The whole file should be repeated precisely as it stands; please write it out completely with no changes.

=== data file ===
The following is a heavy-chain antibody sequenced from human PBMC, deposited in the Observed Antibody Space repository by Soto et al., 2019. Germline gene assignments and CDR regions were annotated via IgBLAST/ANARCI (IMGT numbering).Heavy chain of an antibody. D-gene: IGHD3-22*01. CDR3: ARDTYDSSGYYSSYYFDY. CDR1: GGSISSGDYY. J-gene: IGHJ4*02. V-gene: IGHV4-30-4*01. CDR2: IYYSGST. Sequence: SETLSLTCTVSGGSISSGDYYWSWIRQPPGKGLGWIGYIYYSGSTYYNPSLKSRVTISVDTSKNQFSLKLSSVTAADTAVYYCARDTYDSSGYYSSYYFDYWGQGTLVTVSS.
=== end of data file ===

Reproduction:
The following is a heavy-chain antibody sequenced from human PBMC, deposited in the Observed Antibody Space repository by Soto et al., 2019. Germline gene assignments and CDR regions were annotated via IgBLAST/ANARCI (IMGT numbering).Heavy chain of an antibody. D-gene: IGHD3-22*01. CDR3: ARDTYDSSGYYSSYYFDY. CDR1: GGSISSGDYY. J-gene: IGHJ4*02. V-gene: IGHV4-30-4*01. CDR2: IYYSGST. Sequence: SETLSLTCTVSGGSISSGDYYWSWIRQPPGKGLGWIGYIYYSGSTYYNPSLKSRVTISVDTSKNQFSLKLSSVTAADTAVYYCARDTYDSSGYYSSYYFDYWGQGTLVTVSS.